Neel T. Kashkari, former overseer of the federal government’s much-knocked Troubled Asset Relief Program, said Jan. 23 he has decided to quit his post at Newport Beach, Calif.-based Pacific Investment Management Co. to seriously consider running for office in California.
The 39-year-old Indian American financial manager told The Wall Street Journal
Jan. 23 — more than four years after the U.S. financial crisis — that he plans to run under the Republican banner.
“As I look at California, there are huge problems. These challenges are huge, but they’re of our own making — so they are within our capacity to solve.”
“I’m not the typical California Republican,” he said. “I’m the son of immigrants. I come from a modest upbringing. I have a successful track record. I’m an optimist. And I think something can be done if people work together,” he told the Journal.
Kashkari was hired by Pimco
in 2009 to help turn the bond-fund firm into a force in the equity-fund market. Since then, the company, a unit of Allianz SE, has launched six new stock funds whose performance “has been spotty,” the Journal believes.
“All six funds lagged behind benchmarks assigned by Morningstar in 2012, using the institutional class of shares as the metric,” the newspaper opined.
Kashkari responded that his six funds are designed to limit downside risk and tend to trail an upward market.
The financial executive did not inform the news media what political office he is pondering.
A seat in Congress is a possibility, since the Newport Beach area and much of Orange County are strong Republican strongholds. He just needs to establish residency.
A statewide office would be more challenging, since Democrats, including Attorney General Kamala Harris
, another Indian American, currently hold all the statewide seats.
The next U.S. Senate race would not take place until 2016, when Democratic Senator Barbara Boxer’s term expires.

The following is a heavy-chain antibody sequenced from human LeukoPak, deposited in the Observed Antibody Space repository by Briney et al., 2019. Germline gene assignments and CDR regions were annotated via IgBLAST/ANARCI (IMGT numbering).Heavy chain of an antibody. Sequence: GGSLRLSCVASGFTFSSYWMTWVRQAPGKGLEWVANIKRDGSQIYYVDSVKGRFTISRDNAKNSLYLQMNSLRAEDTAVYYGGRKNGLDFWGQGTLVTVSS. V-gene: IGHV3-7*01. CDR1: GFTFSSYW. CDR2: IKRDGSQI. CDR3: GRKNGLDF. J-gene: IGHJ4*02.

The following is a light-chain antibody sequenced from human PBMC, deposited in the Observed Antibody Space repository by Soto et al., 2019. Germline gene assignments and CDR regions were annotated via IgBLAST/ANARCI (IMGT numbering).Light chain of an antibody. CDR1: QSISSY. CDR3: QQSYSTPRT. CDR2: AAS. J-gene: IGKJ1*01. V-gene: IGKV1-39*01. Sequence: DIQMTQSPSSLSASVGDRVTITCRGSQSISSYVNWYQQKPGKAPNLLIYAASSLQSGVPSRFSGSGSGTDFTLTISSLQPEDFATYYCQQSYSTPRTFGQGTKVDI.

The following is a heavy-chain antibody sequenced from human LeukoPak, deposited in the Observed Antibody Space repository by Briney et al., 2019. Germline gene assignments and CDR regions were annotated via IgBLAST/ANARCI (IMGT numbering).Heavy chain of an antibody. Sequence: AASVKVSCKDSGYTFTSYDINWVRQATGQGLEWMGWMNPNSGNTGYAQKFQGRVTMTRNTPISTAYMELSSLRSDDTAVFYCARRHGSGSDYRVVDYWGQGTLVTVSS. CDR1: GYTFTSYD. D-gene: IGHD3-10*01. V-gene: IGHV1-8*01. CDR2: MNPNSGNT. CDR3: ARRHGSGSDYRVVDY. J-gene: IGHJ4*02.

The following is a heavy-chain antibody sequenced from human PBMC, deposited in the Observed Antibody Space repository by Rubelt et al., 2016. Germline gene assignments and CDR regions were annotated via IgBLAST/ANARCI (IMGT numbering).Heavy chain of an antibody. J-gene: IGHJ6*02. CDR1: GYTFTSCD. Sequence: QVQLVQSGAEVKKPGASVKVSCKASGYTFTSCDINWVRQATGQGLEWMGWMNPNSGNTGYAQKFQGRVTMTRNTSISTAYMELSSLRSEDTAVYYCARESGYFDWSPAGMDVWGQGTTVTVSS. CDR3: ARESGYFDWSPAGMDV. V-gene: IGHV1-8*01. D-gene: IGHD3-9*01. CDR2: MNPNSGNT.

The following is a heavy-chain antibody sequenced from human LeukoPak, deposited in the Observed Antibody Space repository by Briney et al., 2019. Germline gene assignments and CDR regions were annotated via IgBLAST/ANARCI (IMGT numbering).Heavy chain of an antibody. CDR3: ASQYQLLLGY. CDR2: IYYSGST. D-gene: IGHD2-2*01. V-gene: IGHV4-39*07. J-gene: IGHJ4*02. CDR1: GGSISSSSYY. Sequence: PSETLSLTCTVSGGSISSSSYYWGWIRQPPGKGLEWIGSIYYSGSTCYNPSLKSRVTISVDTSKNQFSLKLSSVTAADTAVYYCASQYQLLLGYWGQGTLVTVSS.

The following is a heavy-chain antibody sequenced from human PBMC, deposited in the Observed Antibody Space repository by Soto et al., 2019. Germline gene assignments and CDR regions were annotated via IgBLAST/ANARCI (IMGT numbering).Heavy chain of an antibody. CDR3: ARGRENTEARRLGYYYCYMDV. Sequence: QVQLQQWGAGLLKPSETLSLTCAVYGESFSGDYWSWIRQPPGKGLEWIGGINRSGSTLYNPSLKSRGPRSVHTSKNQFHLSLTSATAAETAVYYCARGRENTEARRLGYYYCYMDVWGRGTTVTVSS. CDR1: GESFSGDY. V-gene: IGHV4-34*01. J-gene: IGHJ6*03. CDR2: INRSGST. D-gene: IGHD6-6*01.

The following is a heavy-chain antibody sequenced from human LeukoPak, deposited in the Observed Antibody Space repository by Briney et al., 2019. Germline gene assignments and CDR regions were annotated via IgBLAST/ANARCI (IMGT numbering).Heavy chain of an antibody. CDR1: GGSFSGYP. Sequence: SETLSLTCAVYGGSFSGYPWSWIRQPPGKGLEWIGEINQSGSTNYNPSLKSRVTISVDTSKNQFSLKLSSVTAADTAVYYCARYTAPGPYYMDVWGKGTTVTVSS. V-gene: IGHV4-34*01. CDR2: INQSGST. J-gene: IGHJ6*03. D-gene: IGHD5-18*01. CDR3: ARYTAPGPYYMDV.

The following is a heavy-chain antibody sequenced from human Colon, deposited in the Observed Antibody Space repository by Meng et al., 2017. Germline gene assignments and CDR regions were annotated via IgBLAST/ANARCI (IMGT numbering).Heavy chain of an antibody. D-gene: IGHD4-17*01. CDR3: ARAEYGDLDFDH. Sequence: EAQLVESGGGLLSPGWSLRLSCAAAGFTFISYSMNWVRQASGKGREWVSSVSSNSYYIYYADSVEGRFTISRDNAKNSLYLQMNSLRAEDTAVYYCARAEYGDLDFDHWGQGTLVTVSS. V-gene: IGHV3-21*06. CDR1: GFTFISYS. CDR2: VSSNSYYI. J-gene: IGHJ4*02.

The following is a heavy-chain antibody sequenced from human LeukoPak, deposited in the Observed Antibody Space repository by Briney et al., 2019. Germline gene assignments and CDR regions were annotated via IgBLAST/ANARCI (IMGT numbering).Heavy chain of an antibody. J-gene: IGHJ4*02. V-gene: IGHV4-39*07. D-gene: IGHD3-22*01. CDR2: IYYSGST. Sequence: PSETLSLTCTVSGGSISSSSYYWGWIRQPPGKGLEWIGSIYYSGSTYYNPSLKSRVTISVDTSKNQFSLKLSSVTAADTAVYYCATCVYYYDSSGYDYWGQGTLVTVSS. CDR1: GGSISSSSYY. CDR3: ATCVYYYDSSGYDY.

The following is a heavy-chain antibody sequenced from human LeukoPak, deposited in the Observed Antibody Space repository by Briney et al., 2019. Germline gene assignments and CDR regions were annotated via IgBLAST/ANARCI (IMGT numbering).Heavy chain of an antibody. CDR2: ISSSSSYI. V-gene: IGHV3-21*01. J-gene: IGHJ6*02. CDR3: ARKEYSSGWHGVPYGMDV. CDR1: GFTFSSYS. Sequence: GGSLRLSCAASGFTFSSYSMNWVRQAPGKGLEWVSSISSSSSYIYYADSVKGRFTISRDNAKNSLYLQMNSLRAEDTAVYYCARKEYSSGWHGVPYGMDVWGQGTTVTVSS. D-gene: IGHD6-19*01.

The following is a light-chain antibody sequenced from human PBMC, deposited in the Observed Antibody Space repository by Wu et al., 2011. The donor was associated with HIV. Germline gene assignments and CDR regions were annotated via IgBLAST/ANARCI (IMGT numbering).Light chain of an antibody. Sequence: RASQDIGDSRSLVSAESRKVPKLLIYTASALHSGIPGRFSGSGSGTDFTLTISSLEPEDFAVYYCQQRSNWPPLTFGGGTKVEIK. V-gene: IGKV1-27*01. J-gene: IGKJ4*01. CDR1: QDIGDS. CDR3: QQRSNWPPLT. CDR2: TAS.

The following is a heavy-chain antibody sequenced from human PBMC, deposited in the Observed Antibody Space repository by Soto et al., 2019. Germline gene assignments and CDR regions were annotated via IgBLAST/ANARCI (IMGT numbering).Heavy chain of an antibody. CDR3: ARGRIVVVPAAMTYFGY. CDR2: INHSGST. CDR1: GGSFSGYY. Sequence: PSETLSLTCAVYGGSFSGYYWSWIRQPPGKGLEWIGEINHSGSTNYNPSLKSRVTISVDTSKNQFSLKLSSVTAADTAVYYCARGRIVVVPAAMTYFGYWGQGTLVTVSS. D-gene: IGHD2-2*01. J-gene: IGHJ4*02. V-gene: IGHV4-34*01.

Gov. Jerry Brown, 74, also a Democrat, has not indicated if he will run again in 2014. If he runs, he would be hard to beat, given his recent successes in passing a state tax initiative and balancing the state budget.
Kashkari had created a Web page emphasizing his core concerns. He said on it: “California has so many strengths — a vibrant, diverse, hardworking population, world-class universities, unparalleled natural resources and beauty — it is up to us to unlock its potential and fulfill the dreams of all of our people. Our government must work for all Californians.”
“I am reaching out to leaders in communities across California to hear their ideas, share my own, and explore how I can best effect positive change in our state. After decades of benign neglect, I believe it is our duty to finally have an honest discussion about these issues and take bold action to help all Californians succeed.”
Contacted at his new Web site, Kashkari, through a representative, told India-West Jan. 29 “he is not doing any interviews” at this time.
A native of Akron, Ohio, Kashkari moved to California in 1997 to work as an aerospace engineer for TRW. After getting an MBA, he worked for Goldman Sachs, where he met Goldman CEO Henry M. Paulson Jr.
When Paulson became Treasury secretary in 2006, Kashkari asked about joining the government and became interim assistant secretary for financial stability. A Paulson lieutenant, he co-wrote a bank rescue proposal, “Break the Glass,” which formed the basis of what became TARP
In 2009, when leading TARP, he got the nickname the “$700 Billion Man,” after the size of the bailout.
He acknowledged to the Journal that TARP is part of his baggage.
“Obviously TARP is very unpopular. But it’s the best example we have in modern history of Democrats and Republicans coming together to do something controversial but absolutely necessary and absolutely successful,” he said.
“Both Sacramento and Washington, D.C., have a lot of politicians who want to do the easy things which (will) make them popular. We’re out of easy things to do.”
The Journal reported that U.S. Treasury Department said Jan. 22 that it has recovered $387 billion, or nearly 93 percent, of TARP funding.